Fights Over Fido: Who Keeps the Pet After Divorce in Washington State?

Fights Over Fido: Who Keeps the Pet After Divorce in Washington State?

In the midst of the emotional upheaval separation can bring, one aspect couples often overlook is what the fate of their shared pets will be in a Washington state divorce. When a couple has cared for a pet together, the question of who gets custody can be a complicated issue. 

This concern is particularly significant given the fact that pets often hold a special place in our hearts and lives, much like children. In Washington State, laws regarding this matter have been evolving, reflecting a broader shift in how society views the role of pets in families and recognizing pets for the emotional bonds and relationships they share with their human caregivers.

That said, the state of Washington has specific laws defining how to handle the disposition of pets in divorce, not rooted in emotions. If you are considering divorce in Washington state and are concerned about whether you are your ex will keep the family pet after divorce, this is what you need to know.  

How does pet custody work in Washington state?

 

Currently, the state of Washington does not have laws related to pet custody. The decision of where a pet goes after divorce is up to the individual spouses and generally not a matter for the court. After divorce, couples may set up visiting schedules or shared custody of pets, similar to how divorced couples make arrangements with their children. But again, Washington courts do not get involved in pet custody. 

 Other states, however, have enacted laws to address the issue. In Alaska, for example, courts have the ability to decide where a family pet goes after divorce, with considerations given to what would be best for the individual pet. The law also addresses who gets custody of an animal in cases of domestic violence. 

Because of increased consideration for the welfare of animals in our society, Washington state, too, may see changes to state law in the future. But for now, divorcing pet owners must be prepared to make decisions based on how Washington law defines them — as property.    

Pets are community property in Washington state.

 

In Washington state, pets are considered property under the law. Since Washington is a community property state, if one spouse owned the pet before the marriage, in most cases, the pet would be considered separate property, leaving the pet with its original owner after the divorce. If the couple adopted the animal after getting married, then the pet would likely be considered community property and treated as the equal property of both people.

More and more states, including Washington, however, are seeing an increasing concern over the roles pets play in our families and everyday lives. Divorcing couples with children and pets often see the pets going where the children go or even mirroring the joint or shared custody situation set up for the children. In most cases, the more fervent battles over pet custody involve couples without children.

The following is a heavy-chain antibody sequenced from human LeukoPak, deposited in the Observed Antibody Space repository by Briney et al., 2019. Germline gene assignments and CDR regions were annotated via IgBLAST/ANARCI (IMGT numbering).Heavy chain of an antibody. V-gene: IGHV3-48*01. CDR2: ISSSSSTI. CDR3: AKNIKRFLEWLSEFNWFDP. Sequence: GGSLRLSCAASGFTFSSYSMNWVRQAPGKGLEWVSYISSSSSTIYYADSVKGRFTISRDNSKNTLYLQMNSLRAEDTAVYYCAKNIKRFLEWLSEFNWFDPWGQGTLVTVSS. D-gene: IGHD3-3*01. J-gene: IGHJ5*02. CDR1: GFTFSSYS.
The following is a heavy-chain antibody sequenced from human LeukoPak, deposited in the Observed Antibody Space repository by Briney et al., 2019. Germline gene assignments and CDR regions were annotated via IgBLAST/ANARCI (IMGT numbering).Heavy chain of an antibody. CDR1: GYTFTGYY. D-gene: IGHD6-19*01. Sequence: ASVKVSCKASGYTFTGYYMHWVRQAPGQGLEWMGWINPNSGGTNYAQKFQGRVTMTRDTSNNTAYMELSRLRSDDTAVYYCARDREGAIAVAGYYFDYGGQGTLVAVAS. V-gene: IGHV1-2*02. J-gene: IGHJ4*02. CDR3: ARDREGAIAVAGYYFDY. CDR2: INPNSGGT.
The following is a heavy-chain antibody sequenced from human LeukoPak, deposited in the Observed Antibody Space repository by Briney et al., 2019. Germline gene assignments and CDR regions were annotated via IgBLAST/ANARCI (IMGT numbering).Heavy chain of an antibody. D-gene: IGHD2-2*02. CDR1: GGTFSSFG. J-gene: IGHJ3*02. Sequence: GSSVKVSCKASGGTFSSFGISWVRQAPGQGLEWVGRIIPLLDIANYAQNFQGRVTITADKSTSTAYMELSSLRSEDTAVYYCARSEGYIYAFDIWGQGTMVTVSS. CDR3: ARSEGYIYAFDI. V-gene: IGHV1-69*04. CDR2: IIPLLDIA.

Where divorcing couples cannot agree, courts will weigh a variety of factors when deciding which spouse should gain ownership of a pet. These considerations include:

  1. Whether the pet was received as a gift.
  2. Which spouse bears the financial responsibility for the pet’s expenses.
  3. The veterinary records associated with the pet.
  4. The spouse with whom the pet predominantly resides.
  5. The monetary value of the pet.
  6. The existence of a bill of sale or an adoption/purchase contract.
  7. The spouse under whose name the pet is registered
  8. The spouse who initially acquired the animal.
  9. Whether there are children involved who have a close relationship with the pet. 

Pets can be included in prenups in Washington state.

 

No divorcing pet owner is immune to facing disputes over who will keep the family pet in their divorce. Even celebrity couples such as Melanie Griffith and Antonio Banderas reportedly fought over who would get their three dogs. Fortunately, if you have the foresight, a prenuptial agreement can help. 

Traditionally, when couples considered a prenuptial agreement, they did not consider how a pet might factor into the separation. These days, Washington state family law attorneys are seeing an increase in pet prenups. This could clear up issues of who gets to keep the pets after a divorce. Unfortunately, a prenup may not make separation from the loving animals any easier.

Find a Seattle family lawyer for pet custody disputes in divorce.

 

With or without laws to address the issue, pets can still become the focus of a divorce, just as children can. Like with children, the focus should be on what’s best for the pet when it comes to deciding their future. 

At Elise Buie Family Law, our empathetic family law attorneys understand how much you love your pet and want to do what is best for them in light of your divorce. If you are presently concerned about how your pet will fare in your divorce, our team of Washington state divorce lawyers can help. Contact our Seattle office today

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